Um, does it run Google Hangout? (Source: Alexandre Dulaunoy/Flickr)
BETWEEN THE LINES: Whether or not your candidate was elected, the end of the 2013 political campaign season surely delighted Brooklynites frustrated by months of annoying, unsolicited reaching-out-and-touching calls from local and citywide political campaigns.
Even if you added residential landline and mobile telephone numbers to the national Do Not Call Registry, which limits most telemarketing calls you’d rather not receive, politicians continue to bombard us with live and automated calls since they are exempt from the ruling.
It’s time to amend that regulation and punish politicians, like telemarketing violators, up to $16,000 per complaint! Well-financed campaigns could set aside funds to cover this, while those with smaller campaign chests can just continue the cut-rate alternative — stuffing our mailboxes with equally unwanted brochures and leaflets.
Some may insist it’s a Freedom of Speech issue, but that’s Bullshit — with a capital “B”! Politicians commonly support and enact legislation that specifically exclude them from rules and regulations that apply to the very same people who elect them to serve.
There’s little argument that one of the most appreciated byproducts of the technological age is the national Do Not Call list. For those who may be unsure how to stop telemarketers from inundating you with inconvenient calls, log on to www.donotcall.gov, and enter each of your phone numbers. Within 31 days, most, but not all, telemarketers are supposed to stop calling. Except for political messages. Like the Energizer bunny, they just keep coming and coming, particularly in the weeks and months before an election.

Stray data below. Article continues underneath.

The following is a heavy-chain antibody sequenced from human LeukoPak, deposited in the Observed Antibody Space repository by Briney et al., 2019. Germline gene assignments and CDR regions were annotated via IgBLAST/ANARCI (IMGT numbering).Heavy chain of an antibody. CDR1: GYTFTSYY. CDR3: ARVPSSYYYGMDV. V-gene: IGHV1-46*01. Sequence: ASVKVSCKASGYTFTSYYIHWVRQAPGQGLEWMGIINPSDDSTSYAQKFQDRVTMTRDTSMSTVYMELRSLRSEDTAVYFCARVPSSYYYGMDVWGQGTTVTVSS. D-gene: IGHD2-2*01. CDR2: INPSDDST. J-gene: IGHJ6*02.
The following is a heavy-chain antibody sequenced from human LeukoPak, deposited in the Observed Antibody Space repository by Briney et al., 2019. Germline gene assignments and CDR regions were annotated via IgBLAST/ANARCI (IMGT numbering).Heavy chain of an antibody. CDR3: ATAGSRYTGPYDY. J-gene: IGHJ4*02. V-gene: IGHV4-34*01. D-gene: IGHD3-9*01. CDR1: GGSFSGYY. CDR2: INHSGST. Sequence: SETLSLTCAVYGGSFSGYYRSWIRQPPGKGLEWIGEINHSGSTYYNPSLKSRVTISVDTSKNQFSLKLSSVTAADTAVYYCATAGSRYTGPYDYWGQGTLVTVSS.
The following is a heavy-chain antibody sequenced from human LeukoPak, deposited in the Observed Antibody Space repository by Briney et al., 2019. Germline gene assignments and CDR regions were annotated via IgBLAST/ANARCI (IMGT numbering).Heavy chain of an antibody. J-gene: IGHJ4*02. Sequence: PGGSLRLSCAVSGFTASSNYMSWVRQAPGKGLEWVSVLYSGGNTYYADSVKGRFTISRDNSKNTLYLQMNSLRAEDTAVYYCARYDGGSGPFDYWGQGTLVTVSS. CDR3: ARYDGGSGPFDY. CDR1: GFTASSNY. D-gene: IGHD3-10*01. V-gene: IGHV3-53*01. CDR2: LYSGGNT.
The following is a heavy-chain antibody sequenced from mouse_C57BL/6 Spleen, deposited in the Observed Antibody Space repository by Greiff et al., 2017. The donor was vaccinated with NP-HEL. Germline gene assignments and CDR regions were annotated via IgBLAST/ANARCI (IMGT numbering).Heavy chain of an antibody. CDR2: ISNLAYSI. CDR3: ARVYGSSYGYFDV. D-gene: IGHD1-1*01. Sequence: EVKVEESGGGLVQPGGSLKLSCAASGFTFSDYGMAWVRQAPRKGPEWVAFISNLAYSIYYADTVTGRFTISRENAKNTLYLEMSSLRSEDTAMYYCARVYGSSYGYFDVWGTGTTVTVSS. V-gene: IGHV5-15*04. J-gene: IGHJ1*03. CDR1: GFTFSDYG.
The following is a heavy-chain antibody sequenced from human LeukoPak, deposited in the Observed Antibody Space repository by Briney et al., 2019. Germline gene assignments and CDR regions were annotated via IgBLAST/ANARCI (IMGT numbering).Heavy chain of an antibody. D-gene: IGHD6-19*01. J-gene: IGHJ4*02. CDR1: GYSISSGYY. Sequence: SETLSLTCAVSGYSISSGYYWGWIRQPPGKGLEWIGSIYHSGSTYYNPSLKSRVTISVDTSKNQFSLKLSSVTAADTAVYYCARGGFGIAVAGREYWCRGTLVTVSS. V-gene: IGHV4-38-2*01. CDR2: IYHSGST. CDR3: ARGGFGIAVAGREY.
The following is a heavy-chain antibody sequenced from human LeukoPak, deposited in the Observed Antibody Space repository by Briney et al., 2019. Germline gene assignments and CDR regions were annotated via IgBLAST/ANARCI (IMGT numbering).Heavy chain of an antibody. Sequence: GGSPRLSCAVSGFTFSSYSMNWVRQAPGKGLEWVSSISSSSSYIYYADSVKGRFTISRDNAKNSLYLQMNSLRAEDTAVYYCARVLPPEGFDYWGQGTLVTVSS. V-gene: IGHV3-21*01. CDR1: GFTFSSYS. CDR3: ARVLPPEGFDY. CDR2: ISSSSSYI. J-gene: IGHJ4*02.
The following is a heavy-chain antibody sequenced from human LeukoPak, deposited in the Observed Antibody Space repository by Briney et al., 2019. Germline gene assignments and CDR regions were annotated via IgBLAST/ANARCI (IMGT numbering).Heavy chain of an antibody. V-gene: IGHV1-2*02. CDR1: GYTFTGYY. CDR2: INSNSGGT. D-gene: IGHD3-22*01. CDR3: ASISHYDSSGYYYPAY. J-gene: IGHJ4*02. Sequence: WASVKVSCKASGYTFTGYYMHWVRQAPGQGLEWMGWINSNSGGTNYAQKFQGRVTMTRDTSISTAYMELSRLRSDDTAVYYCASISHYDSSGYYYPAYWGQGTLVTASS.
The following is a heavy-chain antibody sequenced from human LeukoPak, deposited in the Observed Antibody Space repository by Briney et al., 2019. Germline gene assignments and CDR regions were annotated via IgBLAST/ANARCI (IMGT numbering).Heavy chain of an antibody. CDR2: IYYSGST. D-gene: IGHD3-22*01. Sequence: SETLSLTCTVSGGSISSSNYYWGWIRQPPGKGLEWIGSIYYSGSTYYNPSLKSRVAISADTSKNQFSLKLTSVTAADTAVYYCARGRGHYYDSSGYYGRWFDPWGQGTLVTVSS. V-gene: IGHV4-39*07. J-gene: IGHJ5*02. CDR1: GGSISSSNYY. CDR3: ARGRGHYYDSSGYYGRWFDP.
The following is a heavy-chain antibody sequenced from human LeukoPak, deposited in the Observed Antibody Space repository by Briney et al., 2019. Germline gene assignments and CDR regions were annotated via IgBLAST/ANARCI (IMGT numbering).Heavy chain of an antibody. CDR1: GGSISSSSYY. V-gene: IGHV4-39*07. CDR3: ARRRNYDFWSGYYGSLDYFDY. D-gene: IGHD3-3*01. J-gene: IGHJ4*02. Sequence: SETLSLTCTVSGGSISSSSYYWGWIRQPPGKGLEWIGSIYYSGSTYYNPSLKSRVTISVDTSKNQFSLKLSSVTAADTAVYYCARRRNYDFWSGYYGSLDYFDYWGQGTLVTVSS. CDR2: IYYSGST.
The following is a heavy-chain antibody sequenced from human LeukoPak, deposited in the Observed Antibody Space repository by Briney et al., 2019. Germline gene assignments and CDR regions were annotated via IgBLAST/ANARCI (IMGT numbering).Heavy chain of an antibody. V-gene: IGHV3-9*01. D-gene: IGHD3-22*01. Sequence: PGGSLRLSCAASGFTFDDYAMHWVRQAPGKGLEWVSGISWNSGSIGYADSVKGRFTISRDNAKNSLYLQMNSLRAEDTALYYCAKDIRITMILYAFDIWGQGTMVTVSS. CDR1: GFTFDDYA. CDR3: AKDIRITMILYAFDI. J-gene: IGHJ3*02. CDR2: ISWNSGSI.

According to the Federal Trade Commission website, political solicitations are not covered by the agency’s Telemarketing Sales Rule (TSR) that was part of the 1991 Telephone Protection Act. Political spam, according to the regulation, is not considered “telemarketing.” Just more political skulduggery that sets elected officials apart from the population that elects them.
Continue Reading »